The Judge (Thomas Hauff)
When June’s friend Ofglen is discovered for being a lesbian with another woman, this guy sentences Ofglen’s lover to death and Ofglen to mutilation. Not only is he perfectly comfortable with those sentences and without even giving the women a chance to defend themselves, but it’s a look into the way Gilead systematizes women as lesser people.
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Commander Monroe (Matthew Olver)
Monroe might be considered a “nice” commander, but he’s still a leader of the regime and must have played a part in both its coming to power and in its continuing terrible ways. Plus, like his wife, he’s instantly ready to treat Janine like someone who’s less than human.
Commander Pryce (Robert Curtis Brown)
Pryce seems like the paranoid commander, and other than Commander Waterford, he comes off as the most devout. But he’s still in the car with the others, coming up with the best way to brand the idea of all the commanders taking on concubines and making it sound biblical. Ultimately, the commanders don’t even believe their own lies, and Pryce is obviously just trying to consolidate his own power.
Commander Guthrie (Christian Lloyd)
Of the leaders of the movement, Guthrie seems to be the most truthful. He’s a jerk who doesn’t really care about the religion side, but it’s his idea to create the handmaids expressly for the purpose of breeding. Where the other leaders are hypocrites, they at least hide it well. Guthrie’s just in this for the gross, exploitative power.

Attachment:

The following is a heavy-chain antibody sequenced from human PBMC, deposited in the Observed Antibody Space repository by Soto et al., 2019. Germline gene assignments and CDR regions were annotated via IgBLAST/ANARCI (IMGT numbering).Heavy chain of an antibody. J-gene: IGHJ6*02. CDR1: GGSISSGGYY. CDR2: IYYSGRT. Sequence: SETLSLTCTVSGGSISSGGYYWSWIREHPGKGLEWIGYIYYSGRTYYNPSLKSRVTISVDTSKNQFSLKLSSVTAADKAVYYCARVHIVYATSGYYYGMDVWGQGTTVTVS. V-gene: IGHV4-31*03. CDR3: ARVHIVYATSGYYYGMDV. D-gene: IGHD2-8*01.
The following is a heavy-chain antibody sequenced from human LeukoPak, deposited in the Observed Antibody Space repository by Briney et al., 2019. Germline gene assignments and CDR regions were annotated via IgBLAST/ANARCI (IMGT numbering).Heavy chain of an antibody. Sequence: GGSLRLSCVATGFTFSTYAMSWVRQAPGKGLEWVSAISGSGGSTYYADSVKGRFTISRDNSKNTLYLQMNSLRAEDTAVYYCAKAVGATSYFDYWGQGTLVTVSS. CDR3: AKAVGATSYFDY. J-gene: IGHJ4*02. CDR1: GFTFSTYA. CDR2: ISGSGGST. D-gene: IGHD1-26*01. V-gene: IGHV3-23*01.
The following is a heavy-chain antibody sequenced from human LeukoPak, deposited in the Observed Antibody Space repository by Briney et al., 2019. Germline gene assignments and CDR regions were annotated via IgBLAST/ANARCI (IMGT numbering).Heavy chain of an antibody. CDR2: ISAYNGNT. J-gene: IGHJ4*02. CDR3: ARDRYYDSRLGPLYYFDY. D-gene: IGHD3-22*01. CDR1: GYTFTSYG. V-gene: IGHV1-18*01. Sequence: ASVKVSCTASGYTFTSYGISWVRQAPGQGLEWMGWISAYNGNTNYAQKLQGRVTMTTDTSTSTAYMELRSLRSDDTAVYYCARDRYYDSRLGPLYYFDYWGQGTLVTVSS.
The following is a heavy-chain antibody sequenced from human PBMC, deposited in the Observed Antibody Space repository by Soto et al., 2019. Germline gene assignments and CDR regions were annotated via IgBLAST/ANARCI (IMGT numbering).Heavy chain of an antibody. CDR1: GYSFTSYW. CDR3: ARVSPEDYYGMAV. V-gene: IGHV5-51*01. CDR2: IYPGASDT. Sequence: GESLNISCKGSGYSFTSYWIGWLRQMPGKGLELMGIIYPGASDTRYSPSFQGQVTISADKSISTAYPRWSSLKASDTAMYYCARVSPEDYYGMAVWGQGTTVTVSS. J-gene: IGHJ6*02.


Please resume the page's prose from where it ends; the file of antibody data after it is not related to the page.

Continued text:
Commander Putnam (Stephen Kunken)
Putnam has an extra layer of horrific to add to the usual awfulness of the commanders. He convinced his handmaid, Janine, that he was going to run away with her. His lie got him what he wanted from her, but it helped ruin Janine even more.
Aunt Lydia (Ann Dowd)
The scary thing about Aunt Lydia is she comes off like a true believer. She’s fully committed to forcing handmaids into a life of rape and servitude, and she seems to enjoy wrecking the women who don’t immediately respect her with her cattle prod. She and people like her are essential to making subjugation work because she buys in, and has no problem hurting anyone who doesn’t.
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Serena Joy (Yvonne Strahovski)
Talk about your all-time backfires. Serena Joy got everything she ever thought she wanted. Her book touted the great world she would help create, and yet she seemingly didn’t realize that advocating to make women second-class citizens would include her too. That means she’s marginalized by the people she helped elevate, and she’s angry enough about it to use her own power to ruin the lives of the people below her. She just can’t stop being fully awful.
The Commander (Joseph Fiennes)
The worst thing about the Commander is that he plays nice. He invites June to his room for games of Scrabble and, in private, treats her like a real person. But even his acts of kindness are actually clear methods of enforcing his power over people — he knows June can’t really challenge him, and he likes to wield his ability to be nice to her as something he can easily take away. It’s almost worse that he sometimes treats her well, because every act of kindness comes with the tacit feeling of being in his debt, as well as under his whim.
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Source: The Wrap